In June 2016, I had the opportunity to do a week’s work experience with Rhun ap Iorwerth, the Assembly Member for Anglesey. I am a sixth form pupil in Ysgol Tryfan in Bangor, and I live in Menai Bridge, on Anglesey. Although I am not studying politics at school, the politics of Wales, Europe and the rest of the world has always interested me, and I hope to study politics at university, and possibly to go on to work in this area in the future. I wanted to do my work experience with Rhun ap Iorwerth because I was interested in seeing the day to day work of an AM, and to learn more about the world of Welsh politics.
The week of my work experience was an important and interesting week in Welsh, British and European politics. The previous week, the United Kingdom had voted to leave the EU, and most of Wales’ counties had voted for this outcome. Because of this, I saw the more exciting aspects of an AM’s work, as important issues such as the EU were debated in the Assembly.
I spent three out of the five days in Rhun ap Iorwerth’s Constituency Office in Llangefni, where I had the opportunity to write letters to constituents, and to hear their concerns and complaints when they came to the office. It was interesting to see how an AM and their support staff had to deal with a huge range of different problems, from small, easily solved local complaints, to concerns about important issues such as the result of the referendum, to which there were no easy or simple answers. This showed me that the work of an AM in the constituency was important, as well as the more obvious work they do in the Assembly.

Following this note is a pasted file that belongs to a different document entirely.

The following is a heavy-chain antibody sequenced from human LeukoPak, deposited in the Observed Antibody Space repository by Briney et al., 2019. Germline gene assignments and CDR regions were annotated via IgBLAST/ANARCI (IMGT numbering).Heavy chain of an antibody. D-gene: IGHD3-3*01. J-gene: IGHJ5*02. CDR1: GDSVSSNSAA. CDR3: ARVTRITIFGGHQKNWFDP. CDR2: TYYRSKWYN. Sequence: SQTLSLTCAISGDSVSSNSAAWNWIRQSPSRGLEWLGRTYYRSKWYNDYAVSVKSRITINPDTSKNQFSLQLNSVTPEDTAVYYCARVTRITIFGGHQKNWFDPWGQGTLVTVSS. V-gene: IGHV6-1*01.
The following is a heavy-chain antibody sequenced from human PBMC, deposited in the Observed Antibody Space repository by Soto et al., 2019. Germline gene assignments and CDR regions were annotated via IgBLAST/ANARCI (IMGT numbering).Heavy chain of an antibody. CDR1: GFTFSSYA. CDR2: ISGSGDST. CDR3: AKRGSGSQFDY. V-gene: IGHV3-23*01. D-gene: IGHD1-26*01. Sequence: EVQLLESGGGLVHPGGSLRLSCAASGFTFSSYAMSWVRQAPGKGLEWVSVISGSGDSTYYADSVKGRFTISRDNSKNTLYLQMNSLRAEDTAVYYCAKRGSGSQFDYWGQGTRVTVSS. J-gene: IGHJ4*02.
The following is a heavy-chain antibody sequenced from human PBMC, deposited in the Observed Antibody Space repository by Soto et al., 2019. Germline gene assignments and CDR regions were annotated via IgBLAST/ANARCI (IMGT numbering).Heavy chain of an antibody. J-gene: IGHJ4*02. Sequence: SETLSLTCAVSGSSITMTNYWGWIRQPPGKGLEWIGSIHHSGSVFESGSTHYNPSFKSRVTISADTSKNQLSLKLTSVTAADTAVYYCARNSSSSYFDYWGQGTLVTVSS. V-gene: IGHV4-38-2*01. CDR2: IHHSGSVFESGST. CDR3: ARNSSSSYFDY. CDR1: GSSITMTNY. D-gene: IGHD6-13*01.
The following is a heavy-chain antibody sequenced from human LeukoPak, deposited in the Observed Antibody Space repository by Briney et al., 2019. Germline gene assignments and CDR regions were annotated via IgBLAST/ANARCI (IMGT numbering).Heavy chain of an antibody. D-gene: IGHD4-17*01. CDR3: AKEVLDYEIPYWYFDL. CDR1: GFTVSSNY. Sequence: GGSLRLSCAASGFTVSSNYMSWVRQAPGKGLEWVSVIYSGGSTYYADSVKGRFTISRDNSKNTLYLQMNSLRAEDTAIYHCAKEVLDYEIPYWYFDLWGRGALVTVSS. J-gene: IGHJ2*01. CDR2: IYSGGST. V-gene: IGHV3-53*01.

I spent the other two days of the week in Cardiff. This was the most exciting part of my work experience week. The offices were busy, and I had the opportunity to meet people whom I had previously seen only on television, including the leader of Plaid Cymru, Leanne Wood. I had the opportunity to watch a Plenary session in the Senedd, and also a debate on the results of the referendum. It was interesting to see how people with different views and opinions could discuss important issues like this in order to try to come to an agreement on what to do next to do the best for Wales. It was exciting to see discussion of such an important matter taking place while I watched, and to see how debates and discussions in the Assembly worked. The public gallery was full, reflecting the importance of the discussion taking place, and it was obvious that everyone, including the public, had strong views on the issue.
I also learned more about the way committees and cross-party groups are set up, their purpose, and how they work. This was an aspect of government which I had not thought about very much in the
past, and it was interesting to see that debates in the Senedd are only part of what an AM does.
It has been a very interesting and enjoyable week, and I now feel that I know more about the kinds of work that people working in the field of politics can do in Wales, and the experience has made me more certain that it is Politics I would like to study in the future.